This could point to an alphabet based on four binary digits plus two check bits. Comparing it to knownmethods of redundancy, a Hamming code can immediately be ruled out as it would require three check bits to protect four data bits. On the other hand, old Soviet radioteletype codes very often used just two check bits to cover 12 data bits.

Now, using the inverted mode of the code words as shown below, and testing various positions of the data bits as exponents of 2 and keeping this together with the position of the parity bits it seemed that one viable guess for the format of an Akula code word could be this:

where d3 = 2^3, d2 = 2^2, d1 = 2^1, d0 = 2^0, p1 = (d3 + d2 + d0) and p0 = (d3 + d2 + d1).

This arrangement is the logical arrangement of hexadecimal figures with the MSB leftmost. Other configurations are entirely possible as long as the MSB is kept as representing 2 3 and the positions of the check bits are fixed. Using this, Table II has been rearranged as shown below:

Table III - Rearranged Akula alphabet table with parity calculation

In Table III p0 is marked in turquoise and p1 in yellow. Parity violations are marked in red. The parity inversion for ’0’ may be explained as to avoid a continuous string of binary zero making the extraction of clocking more difficult. The same may make sense for ‘1’ and ‘4’. In the case of EOT the reason could be to establish a unique code word.

Something special surfaced when taking a closer look at a five figure-group message. No code word representing ‘9’ using the power of two calculation given above yielded a ‘9’, which should have been ‘101000’, but a hex ‘B’ ‘101011’ is used for a ‘9’. However, in encrypted stream messages a proper ‘9’ is used.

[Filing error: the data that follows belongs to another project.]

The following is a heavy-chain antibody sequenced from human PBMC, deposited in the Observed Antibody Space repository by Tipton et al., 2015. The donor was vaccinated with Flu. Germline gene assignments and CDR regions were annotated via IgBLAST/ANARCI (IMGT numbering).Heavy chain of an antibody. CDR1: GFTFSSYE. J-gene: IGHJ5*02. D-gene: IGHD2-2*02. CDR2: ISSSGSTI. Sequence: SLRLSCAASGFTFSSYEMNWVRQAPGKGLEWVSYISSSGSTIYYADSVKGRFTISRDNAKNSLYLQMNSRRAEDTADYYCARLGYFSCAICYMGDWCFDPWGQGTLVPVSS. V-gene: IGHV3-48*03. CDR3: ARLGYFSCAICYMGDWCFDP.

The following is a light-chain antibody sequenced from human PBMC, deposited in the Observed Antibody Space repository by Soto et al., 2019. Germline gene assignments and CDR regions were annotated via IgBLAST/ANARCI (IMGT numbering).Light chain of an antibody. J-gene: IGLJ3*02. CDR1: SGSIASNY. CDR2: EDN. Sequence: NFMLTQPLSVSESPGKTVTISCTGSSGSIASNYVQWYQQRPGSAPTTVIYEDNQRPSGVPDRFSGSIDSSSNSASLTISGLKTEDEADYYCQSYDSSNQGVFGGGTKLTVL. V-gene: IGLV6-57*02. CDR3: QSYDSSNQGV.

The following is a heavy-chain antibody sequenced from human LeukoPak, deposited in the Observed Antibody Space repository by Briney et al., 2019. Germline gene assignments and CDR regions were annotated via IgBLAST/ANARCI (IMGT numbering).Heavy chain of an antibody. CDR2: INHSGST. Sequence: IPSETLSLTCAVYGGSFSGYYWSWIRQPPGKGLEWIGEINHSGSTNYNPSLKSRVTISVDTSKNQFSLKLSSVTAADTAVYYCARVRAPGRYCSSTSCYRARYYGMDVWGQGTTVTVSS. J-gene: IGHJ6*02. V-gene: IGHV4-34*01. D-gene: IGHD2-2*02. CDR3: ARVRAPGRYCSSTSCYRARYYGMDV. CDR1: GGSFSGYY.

3. Transmission structure
Below the start of what are considered test messages is depicted. 

3.1. Bit sync
Before message transmission starts, bit reversals (a ‘meandr’ in Russian) is transmitted to enable bit synchronization. This is followed by a separator code word (000000 or 11111) or just a number of binary ‘0s’.

3.2. ‘Sync’ group
This group never varies and contains 6 6-bit code words from the figures range arranged as 4 x 100101 + 3 x 110001 followed by a separator:




 Polarity is shown in normal mode.

3.3. ‘Preamble’ group
The ‘preamble’ group contains 7 code words with two different, but varying values arranged as 4 x 1st code word + 3 x 2nd code word. If data following the ‘preamble’ group is encoded as 5 figure groups, the preamble is followed by a separator code word. Polarity is shown in normal mode.  Given the information in Table IV, it is clear that the group cannot be a bit counter as the preamble group covers four different message lengths.

Table IV

3.4. Message format
Data may be transmitted either as five figure-groups separated by a separator character or a stream of characters. In the first case, a separator character also separates the data group from the End-Of-Message group. If data is encoded as a stream, all 16 6-bit characters are used, except EOM, and data is not separated from the EOM group by a separator code word.

3.5. End-Of-Message group
Polarity is shown in inverted mode.

010000  0
011101  6
011101  6
010000  0
100001  EOT

3.5.1. EOT character
The EOM group ends with an EOT character, 100001.

4. Unresolved issues
- Confirmation of the proper arrangement of the d2, d1 and d0 data bits;
- Is the ‘Sync’ group in fact a synchronization group, i.e. is it the same for all messages disregarding priority, contents …? (the reason for raising this issue is the simplicity of this group – normally a synchronization group or unique word would be constructed in such a way and with such a length to obtain optimum resilience against distortions and noise);
- The function of the ‘preamble’ group.